Jetlagged yet excited to be in Berlin, Wendi and I stumbled into the Berlinische Galerie. Art was definitely on our agenda for our time there, and there was an exhibit about Art in Berlin from 1880-1980 that I was eager to see. But that exhibit paled in comparison to the sheer fun of Erwin Wurm's One Minute Sculptures.
Once we entered the museum, we could see a room with people in weird poses laughing and taking pictures. What in the heck was going on?
There were approximately ten stations (for lack of a better word) with various paraphernalia and drawings showing the pose to be adopted. After lying on the ground on a bunch of tennis balls (incredibly uncomfortable), I quite literally became a bag lady.
We posed holding books in contorted ways and with our legs through a hole in a sofa. We tried to balance a bottle of toilet cleaner on our heads. We nearly lost it when Wendi couldn't figure out how to get her head through a hole intended for an arm. (As I said, we were jetlagged.)
We even had a chance to be in a doghouse. (I was only slightly disappointed that the set-up didn't call for me to stick my head out the other side.)
Edwin Wurm is an Australian artist who has been creating his One Minute Sculptures since the 1980s. The organization Public Delivery describes the creations as "a sculptural variant of situation comedy because they unleash a similar effect: usually funny, often embarrassing, occasionally flowing with pathos."
Wurm recognizes the humor in the works, but his intention goes much deeper. "It is about how we see ourselves in the world," he said, "And a part of us is just ridiculous." Many of his sculptures (although none in this exhibit) have a sexual component, with "bumps" protruding from trousers and the like.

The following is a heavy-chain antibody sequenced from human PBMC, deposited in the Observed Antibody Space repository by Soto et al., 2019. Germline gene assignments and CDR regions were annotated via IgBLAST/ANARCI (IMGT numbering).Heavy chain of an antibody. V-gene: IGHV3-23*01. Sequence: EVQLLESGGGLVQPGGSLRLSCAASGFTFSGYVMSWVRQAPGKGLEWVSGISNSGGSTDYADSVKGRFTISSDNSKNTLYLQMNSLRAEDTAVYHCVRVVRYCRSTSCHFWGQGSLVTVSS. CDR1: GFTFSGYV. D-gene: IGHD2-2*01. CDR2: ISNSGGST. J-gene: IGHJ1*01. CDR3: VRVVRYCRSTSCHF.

Wurm has noticed cultural differences in the way people approach the sculptures. Americans, he noted, are very open to the concept (with Wendi and me being a case in point). The Japanese also reportedly love implementing the sculptures, while Germans and Austrians approach them with caution.
|With F.K .Alexander|
The experience was my first opportunity to be part of a performance art piece this vacation. It wasn't my last, however. One of the shows we saw at EdFringe was called "(I Could Go On Singing) Over the Rainbow," with FK Alexander as Judy Garland. For an hour, audience members stepped up and Alexander took their hand, gazed into their eyes and sang "Somewhere Over the Rainbow" to music created by a local "noise band." While it sounds strange, the experience--both watching and participating--was intimate and engrossing. (We learned in another show that a study has shown that people often fall in love with one another after gazing into each other's eyes for four minutes. Luckily, Alexander's rendition fell under the four minute mark. Click here to read about this study.)
It all goes to show how much fun you can have if you allow yourself to be open to unexpected experiences.